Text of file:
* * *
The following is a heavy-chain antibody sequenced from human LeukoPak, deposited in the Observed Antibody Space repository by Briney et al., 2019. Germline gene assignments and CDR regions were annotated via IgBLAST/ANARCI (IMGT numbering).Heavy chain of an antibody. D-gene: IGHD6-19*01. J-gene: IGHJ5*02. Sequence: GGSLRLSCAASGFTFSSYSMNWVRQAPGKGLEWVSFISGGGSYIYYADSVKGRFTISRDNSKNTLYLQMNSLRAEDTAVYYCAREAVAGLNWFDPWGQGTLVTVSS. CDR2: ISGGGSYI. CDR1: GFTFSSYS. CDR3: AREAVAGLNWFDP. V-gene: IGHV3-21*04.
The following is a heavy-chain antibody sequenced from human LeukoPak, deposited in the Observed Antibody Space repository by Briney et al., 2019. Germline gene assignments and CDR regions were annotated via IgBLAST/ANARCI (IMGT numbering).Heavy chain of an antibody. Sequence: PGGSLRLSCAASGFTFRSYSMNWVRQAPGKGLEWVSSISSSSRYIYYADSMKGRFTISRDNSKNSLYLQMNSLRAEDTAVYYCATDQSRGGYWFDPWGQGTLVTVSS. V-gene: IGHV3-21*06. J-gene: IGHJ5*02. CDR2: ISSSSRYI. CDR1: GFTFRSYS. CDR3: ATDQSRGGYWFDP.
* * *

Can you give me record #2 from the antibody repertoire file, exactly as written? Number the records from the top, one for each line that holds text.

The following is a heavy-chain antibody sequenced from human LeukoPak, deposited in the Observed Antibody Space repository by Briney et al., 2019. Germline gene assignments and CDR regions were annotated via IgBLAST/ANARCI (IMGT numbering).Heavy chain of an antibody. Sequence: PGGSLRLSCAASGFTFRSYSMNWVRQAPGKGLEWVSSISSSSRYIYYADSMKGRFTISRDNSKNSLYLQMNSLRAEDTAVYYCATDQSRGGYWFDPWGQGTLVTVSS. V-gene: IGHV3-21*06. J-gene: IGHJ5*02. CDR2: ISSSSRYI. CDR1: GFTFRSYS. CDR3: ATDQSRGGYWFDP.